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What the CDC’s New Opioid Guidelines Mean for Your Pain Management

Experts say the updated recommendations reflect the need for individualized, compassionate care.
What the CDCs New Opioid Guidelines Mean for Your Pain Management
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Opioids are a powerful, pain-relieving class of drugs—but they’re controversial for a reason. Historically, “street opioids” like heroin have been largely responsible for mounting opioid overdose deaths, but recent data show that prescription opioids, like oxycodone and hydrocodone, also play a role in this crisis, according to the Centers for Disease Control and Prevention (CDC). That’s a big reason why the agency’s influential prescribing guidelines for these painkillers were rather strict. Those recommendations, originally released in 2016, were just updated to better reflect the need for individualized, compassionate care.

The CDC issued new opioid prescribing guidelines for health care providers in early November; specifically, the recommendations detail when opioids should be considered for “appropriate pain treatment, with careful consideration of the benefits and risks.”

The agency’s 2016 guidelines, a well-intentioned step in combatting the opioid epidemic, were criticized by many experts. Doctors, insurance companies, and pharmacies sometimes didn’t interpret the previous guidelines correctly. As an “unintended effect,” many people suffered from “untreated and undertreated pain, serious withdrawal symptoms, worsening pain outcomes, psychological distress, overdose, and suicide ideation and behavior,” the CDC notes.

Misinterpretations of the 2016 guidelines “often created a barrier for people who could have benefitted from opioid medications,” Jamie Alan, PharmD, PhD, associate professor of pharmacology and toxicology at Michigan State University, tells SELF. Though “the rationale for stricter guidelines was clear,” she says, it also “created a culture of fear, where physicians were afraid to consider and/or prescribe opioids for patients.”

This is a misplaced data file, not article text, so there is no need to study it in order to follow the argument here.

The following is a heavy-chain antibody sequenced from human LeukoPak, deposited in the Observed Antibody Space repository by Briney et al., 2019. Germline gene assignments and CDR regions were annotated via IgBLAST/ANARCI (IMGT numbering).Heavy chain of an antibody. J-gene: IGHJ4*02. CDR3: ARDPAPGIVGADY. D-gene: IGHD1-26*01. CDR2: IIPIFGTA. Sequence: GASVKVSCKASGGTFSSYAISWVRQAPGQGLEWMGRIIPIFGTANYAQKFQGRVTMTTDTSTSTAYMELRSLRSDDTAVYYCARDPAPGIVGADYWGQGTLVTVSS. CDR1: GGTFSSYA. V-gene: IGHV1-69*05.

O. Trent Hall, DO, an addiction medicine physician at The Ohio State University Wexner Medical Center, agrees. He tells SELF that the previous guidelines were “widely misunderstood and misapplied,” noting that government regulators and insurance companies were “desperate to turn the tide in the opioid overdose crisis.” The hope, he explains, was that by cutting back on opioid prescriptions, the number of deaths from accidental overdoses would drop. Unfortunately, largely due to the introduction of illicitly manufactured fentanyl, a potent synthetic opioid, accidental drug overdose deaths increased from 63,000 in 2016 to 108,000 in 2021, Dr. Hall says.

The new prescribing guidelines open doors for more personalized pain management.

The CDC’s new recommendations will be widely considered by health care providers—but they’re not set in stone policies, laws, or, as the CDC puts it, “inflexible standards of care.”

To be clear, opioids should not be a first-line treatment for pain in many cases—but the updated guidance will, hopefully, pave the path toward individualized treatment and better quality of care for people who have exhausted other pain relief options. Specifically, the guidance “emphasizes the importance of person-centered care, and the provider and patient developing a plan that adequately addresses pain,” Sarah Cercone Heavey, PhD, MPH, a clinical assistant professor at the University at Buffalo’s School of Public Health and Health Professions, tells SELF.